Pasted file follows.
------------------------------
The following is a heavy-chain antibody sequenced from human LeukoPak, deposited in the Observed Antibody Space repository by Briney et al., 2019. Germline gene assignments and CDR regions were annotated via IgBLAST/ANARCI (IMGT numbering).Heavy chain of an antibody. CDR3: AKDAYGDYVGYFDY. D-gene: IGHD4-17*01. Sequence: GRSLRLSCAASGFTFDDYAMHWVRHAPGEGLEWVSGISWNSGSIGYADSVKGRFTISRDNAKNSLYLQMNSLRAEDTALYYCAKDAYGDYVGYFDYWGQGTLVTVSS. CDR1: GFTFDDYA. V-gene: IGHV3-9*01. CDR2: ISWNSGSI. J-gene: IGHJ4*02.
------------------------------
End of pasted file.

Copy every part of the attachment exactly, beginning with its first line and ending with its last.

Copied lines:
The following is a heavy-chain antibody sequenced from human LeukoPak, deposited in the Observed Antibody Space repository by Briney et al., 2019. Germline gene assignments and CDR regions were annotated via IgBLAST/ANARCI (IMGT numbering).Heavy chain of an antibody. CDR3: AKDAYGDYVGYFDY. D-gene: IGHD4-17*01. Sequence: GRSLRLSCAASGFTFDDYAMHWVRHAPGEGLEWVSGISWNSGSIGYADSVKGRFTISRDNAKNSLYLQMNSLRAEDTALYYCAKDAYGDYVGYFDYWGQGTLVTVSS. CDR1: GFTFDDYA. V-gene: IGHV3-9*01. CDR2: ISWNSGSI. J-gene: IGHJ4*02.